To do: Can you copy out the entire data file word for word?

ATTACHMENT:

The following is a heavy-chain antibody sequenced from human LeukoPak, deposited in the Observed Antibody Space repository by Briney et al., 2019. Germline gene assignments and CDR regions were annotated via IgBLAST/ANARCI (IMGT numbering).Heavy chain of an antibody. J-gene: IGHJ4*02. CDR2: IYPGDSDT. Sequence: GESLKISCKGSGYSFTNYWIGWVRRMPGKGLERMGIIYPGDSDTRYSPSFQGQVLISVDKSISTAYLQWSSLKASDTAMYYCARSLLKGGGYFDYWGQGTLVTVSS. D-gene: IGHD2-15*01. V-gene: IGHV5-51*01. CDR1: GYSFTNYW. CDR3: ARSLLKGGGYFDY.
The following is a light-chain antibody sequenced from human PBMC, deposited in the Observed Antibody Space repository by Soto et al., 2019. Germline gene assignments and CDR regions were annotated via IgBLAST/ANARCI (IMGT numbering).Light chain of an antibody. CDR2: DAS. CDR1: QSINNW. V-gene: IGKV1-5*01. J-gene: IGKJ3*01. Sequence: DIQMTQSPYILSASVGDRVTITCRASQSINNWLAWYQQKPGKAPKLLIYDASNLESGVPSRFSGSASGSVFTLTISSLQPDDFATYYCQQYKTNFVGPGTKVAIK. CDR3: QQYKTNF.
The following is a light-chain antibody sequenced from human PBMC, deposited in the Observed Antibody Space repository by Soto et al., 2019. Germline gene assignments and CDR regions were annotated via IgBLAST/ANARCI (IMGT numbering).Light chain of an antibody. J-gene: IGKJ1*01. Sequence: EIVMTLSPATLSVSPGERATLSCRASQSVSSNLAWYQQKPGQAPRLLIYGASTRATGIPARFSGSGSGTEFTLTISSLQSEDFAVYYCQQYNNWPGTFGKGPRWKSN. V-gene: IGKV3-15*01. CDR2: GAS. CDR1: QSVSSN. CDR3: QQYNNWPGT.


The following is a heavy-chain antibody sequenced from human LeukoPak, deposited in the Observed Antibody Space repository by Briney et al., 2019. Germline gene assignments and CDR regions were annotated via IgBLAST/ANARCI (IMGT numbering).Heavy chain of an antibody. J-gene: IGHJ4*02. CDR2: IYPGDSDT. Sequence: GESLKISCKGSGYSFTNYWIGWVRRMPGKGLERMGIIYPGDSDTRYSPSFQGQVLISVDKSISTAYLQWSSLKASDTAMYYCARSLLKGGGYFDYWGQGTLVTVSS. D-gene: IGHD2-15*01. V-gene: IGHV5-51*01. CDR1: GYSFTNYW. CDR3: ARSLLKGGGYFDY.
The following is a light-chain antibody sequenced from human PBMC, deposited in the Observed Antibody Space repository by Soto et al., 2019. Germline gene assignments and CDR regions were annotated via IgBLAST/ANARCI (IMGT numbering).Light chain of an antibody. CDR2: DAS. CDR1: QSINNW. V-gene: IGKV1-5*01. J-gene: IGKJ3*01. Sequence: DIQMTQSPYILSASVGDRVTITCRASQSINNWLAWYQQKPGKAPKLLIYDASNLESGVPSRFSGSASGSVFTLTISSLQPDDFATYYCQQYKTNFVGPGTKVAIK. CDR3: QQYKTNF.
The following is a light-chain antibody sequenced from human PBMC, deposited in the Observed Antibody Space repository by Soto et al., 2019. Germline gene assignments and CDR regions were annotated via IgBLAST/ANARCI (IMGT numbering).Light chain of an antibody. J-gene: IGKJ1*01. Sequence: EIVMTLSPATLSVSPGERATLSCRASQSVSSNLAWYQQKPGQAPRLLIYGASTRATGIPARFSGSGSGTEFTLTISSLQSEDFAVYYCQQYNNWPGTFGKGPRWKSN. V-gene: IGKV3-15*01. CDR2: GAS. CDR1: QSVSSN. CDR3: QQYNNWPGT.